The UK Independence Party will run its own stand-alone campaign arguing that Britain should leave the EU, the party's leader Nigel Farage has said.
The UKIP campaign will be run parallel to two already existing 'No' campaigns. Farage said UKIP had a "unique role to play" and the party would launch its campaign on Friday 4 September.
Speaking on BBC Radio 4's Today programme the UKIP leader said his party would work alongside the broader coalition campaigning for Britain to leave the EU and would use its strong Eurosceptic credentials to mobilise its large body of supporters.
"UKIP is a political party and whoever gets the designation as the official campaign will have to be an umbrella of some kind," he said. "The unique role that UKIP can play within this is that we have 50,000 members, hundreds of branches across the country and we can do the ground campaign."
Farage said UKIP's strong showing in the 2014 European elections illustrated it had the support to swing a referendum vote in favour of the 'No' campaign.
He added that UKIP's decision was no different to that of the Scottish National Party which has said it will be operating independently within the 'Yes' campaign.
Farage said rather than looking to isolate itself, UKIP work with anybody to secure the 'No' vote in the forthcoming referendum.
"Let's be clear. I am not refusing to work with anybody. I will work with absolutely anyone for us to get a No vote in this referendum.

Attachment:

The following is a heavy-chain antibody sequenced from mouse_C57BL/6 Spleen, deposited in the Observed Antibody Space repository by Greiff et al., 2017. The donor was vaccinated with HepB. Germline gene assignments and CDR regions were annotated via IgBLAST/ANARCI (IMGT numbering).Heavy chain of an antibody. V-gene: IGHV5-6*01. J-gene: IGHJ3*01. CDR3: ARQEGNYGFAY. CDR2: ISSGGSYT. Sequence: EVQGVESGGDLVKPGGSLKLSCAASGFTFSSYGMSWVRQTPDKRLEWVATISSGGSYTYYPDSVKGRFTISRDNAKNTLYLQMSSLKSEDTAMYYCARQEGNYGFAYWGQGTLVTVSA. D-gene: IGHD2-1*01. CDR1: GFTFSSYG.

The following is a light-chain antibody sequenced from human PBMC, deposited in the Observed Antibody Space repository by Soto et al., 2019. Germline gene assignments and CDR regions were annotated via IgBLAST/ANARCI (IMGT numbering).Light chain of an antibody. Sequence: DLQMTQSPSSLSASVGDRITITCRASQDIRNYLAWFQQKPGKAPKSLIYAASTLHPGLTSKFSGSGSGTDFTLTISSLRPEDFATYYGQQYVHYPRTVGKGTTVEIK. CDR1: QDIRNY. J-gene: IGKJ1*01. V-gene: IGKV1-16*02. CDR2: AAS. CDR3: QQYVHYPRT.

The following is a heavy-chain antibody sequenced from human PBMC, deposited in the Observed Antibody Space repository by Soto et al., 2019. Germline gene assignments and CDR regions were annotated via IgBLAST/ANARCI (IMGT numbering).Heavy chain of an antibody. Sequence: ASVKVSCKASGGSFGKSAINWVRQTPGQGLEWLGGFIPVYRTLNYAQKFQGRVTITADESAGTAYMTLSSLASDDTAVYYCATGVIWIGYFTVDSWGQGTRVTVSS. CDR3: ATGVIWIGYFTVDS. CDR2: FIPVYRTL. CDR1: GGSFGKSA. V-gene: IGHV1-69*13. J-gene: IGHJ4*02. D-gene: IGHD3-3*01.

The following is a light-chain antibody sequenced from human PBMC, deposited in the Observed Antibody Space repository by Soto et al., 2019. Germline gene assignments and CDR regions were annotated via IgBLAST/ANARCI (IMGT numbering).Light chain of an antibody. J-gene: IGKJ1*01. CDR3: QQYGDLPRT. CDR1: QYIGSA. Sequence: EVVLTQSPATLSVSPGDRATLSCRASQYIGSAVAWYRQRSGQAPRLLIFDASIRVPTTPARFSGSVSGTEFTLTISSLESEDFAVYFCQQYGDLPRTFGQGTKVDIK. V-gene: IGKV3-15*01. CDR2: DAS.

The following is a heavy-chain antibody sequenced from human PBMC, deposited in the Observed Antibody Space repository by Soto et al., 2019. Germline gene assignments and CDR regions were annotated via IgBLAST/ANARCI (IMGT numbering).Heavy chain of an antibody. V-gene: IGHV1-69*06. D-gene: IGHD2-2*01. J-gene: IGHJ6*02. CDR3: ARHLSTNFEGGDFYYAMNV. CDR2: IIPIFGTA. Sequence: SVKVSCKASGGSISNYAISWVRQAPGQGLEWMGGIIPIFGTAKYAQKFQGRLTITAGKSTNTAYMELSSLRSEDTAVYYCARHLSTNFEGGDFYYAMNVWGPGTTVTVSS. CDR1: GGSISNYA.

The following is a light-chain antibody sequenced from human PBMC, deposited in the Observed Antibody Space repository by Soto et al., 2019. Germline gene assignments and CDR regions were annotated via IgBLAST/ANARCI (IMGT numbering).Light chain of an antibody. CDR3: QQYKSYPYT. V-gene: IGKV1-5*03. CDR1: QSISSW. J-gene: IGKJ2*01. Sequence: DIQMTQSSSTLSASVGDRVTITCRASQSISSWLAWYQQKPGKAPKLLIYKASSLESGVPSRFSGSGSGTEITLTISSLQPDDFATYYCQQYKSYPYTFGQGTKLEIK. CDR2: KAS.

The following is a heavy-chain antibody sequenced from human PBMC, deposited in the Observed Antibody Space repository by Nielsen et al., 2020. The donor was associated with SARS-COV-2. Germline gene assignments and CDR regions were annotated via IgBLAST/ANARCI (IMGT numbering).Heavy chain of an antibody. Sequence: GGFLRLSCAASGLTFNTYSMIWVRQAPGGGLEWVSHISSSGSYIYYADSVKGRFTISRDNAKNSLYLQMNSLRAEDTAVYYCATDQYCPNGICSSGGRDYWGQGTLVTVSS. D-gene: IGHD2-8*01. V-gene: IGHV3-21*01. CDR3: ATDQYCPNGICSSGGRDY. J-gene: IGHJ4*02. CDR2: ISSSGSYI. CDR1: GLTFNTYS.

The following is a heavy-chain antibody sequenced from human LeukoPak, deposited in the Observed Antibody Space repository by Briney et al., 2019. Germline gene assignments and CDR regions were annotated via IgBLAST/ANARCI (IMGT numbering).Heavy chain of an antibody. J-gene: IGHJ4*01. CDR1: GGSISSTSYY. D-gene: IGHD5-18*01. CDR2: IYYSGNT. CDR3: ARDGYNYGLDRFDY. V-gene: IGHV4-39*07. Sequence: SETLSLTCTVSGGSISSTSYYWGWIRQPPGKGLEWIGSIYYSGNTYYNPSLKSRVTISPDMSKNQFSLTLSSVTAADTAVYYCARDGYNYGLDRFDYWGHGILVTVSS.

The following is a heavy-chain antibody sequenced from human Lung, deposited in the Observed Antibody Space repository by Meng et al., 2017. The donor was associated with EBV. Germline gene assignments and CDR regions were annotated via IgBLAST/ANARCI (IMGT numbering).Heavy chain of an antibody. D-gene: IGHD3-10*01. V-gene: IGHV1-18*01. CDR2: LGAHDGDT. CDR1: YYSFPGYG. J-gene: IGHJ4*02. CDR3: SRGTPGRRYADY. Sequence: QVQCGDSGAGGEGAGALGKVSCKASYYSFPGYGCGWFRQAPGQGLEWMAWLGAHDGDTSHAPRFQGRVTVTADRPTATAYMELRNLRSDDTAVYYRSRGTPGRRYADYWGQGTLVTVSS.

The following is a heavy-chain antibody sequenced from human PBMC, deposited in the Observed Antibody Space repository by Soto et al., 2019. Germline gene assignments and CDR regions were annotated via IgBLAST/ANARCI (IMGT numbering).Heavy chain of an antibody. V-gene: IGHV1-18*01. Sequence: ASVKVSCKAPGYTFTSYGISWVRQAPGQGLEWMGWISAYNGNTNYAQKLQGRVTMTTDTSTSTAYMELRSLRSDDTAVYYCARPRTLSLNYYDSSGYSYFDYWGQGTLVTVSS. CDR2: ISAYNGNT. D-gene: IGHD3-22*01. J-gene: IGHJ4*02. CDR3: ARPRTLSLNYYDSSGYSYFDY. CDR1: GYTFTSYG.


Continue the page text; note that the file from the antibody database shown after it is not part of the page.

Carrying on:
"There are two competing groups who want to get the nomination for the No campaign. All I am saying is I am not choosing one side or the other. We will work with whichever of them gets the nomination.
"But before we get to that point, I would hope there will be a coming together between the two of them, because I can see that both of them have good skills."
The Electoral Commission will decide which of the 'No campaigns' currently underway will be granted official status before the referendum vote in 2014. The official campaign will be given higher spending limits, a grant and be allotted specific air time for campaign broadcasts.
Farage hoped the two existing campaigns, the Business for Britain group and the 'The Know campaign', would merge to show clear opposition to the Yes campaign.
"What I do know is the Yes campaign is very active. Over the course of the last few months we have seen Richard Branson, Tony Blair and Lord Mandelson. They are out there campaigning and we need to get cracking," he said.